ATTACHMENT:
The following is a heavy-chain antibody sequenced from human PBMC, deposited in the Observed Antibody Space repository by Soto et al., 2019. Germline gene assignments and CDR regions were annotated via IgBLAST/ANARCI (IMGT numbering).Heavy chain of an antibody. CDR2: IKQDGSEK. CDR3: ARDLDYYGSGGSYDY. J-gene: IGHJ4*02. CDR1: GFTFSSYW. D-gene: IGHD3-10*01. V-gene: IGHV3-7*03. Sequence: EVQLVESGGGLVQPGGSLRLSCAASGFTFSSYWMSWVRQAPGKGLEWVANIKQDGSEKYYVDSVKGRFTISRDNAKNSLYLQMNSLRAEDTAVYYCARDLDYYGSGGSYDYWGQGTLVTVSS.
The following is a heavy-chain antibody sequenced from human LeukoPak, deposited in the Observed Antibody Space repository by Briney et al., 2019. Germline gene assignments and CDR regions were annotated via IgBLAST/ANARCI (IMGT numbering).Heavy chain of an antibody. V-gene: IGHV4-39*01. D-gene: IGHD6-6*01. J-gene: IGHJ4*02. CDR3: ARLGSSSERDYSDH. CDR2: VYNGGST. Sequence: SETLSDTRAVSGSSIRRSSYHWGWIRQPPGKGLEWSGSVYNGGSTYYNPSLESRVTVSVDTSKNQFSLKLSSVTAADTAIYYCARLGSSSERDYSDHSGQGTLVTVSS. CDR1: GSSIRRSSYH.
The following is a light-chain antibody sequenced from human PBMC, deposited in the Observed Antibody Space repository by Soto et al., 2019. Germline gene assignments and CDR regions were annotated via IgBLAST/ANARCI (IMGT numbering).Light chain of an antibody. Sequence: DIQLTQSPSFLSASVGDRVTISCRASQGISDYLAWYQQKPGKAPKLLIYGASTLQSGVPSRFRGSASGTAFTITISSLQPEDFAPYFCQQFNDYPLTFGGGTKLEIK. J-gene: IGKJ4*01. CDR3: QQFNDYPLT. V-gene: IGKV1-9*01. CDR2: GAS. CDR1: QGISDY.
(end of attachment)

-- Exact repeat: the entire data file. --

The following is a heavy-chain antibody sequenced from human PBMC, deposited in the Observed Antibody Space repository by Soto et al., 2019. Germline gene assignments and CDR regions were annotated via IgBLAST/ANARCI (IMGT numbering).Heavy chain of an antibody. CDR2: IKQDGSEK. CDR3: ARDLDYYGSGGSYDY. J-gene: IGHJ4*02. CDR1: GFTFSSYW. D-gene: IGHD3-10*01. V-gene: IGHV3-7*03. Sequence: EVQLVESGGGLVQPGGSLRLSCAASGFTFSSYWMSWVRQAPGKGLEWVANIKQDGSEKYYVDSVKGRFTISRDNAKNSLYLQMNSLRAEDTAVYYCARDLDYYGSGGSYDYWGQGTLVTVSS.
The following is a heavy-chain antibody sequenced from human LeukoPak, deposited in the Observed Antibody Space repository by Briney et al., 2019. Germline gene assignments and CDR regions were annotated via IgBLAST/ANARCI (IMGT numbering).Heavy chain of an antibody. V-gene: IGHV4-39*01. D-gene: IGHD6-6*01. J-gene: IGHJ4*02. CDR3: ARLGSSSERDYSDH. CDR2: VYNGGST. Sequence: SETLSDTRAVSGSSIRRSSYHWGWIRQPPGKGLEWSGSVYNGGSTYYNPSLESRVTVSVDTSKNQFSLKLSSVTAADTAIYYCARLGSSSERDYSDHSGQGTLVTVSS. CDR1: GSSIRRSSYH.
The following is a light-chain antibody sequenced from human PBMC, deposited in the Observed Antibody Space repository by Soto et al., 2019. Germline gene assignments and CDR regions were annotated via IgBLAST/ANARCI (IMGT numbering).Light chain of an antibody. Sequence: DIQLTQSPSFLSASVGDRVTISCRASQGISDYLAWYQQKPGKAPKLLIYGASTLQSGVPSRFRGSASGTAFTITISSLQPEDFAPYFCQQFNDYPLTFGGGTKLEIK. J-gene: IGKJ4*01. CDR3: QQFNDYPLT. V-gene: IGKV1-9*01. CDR2: GAS. CDR1: QGISDY.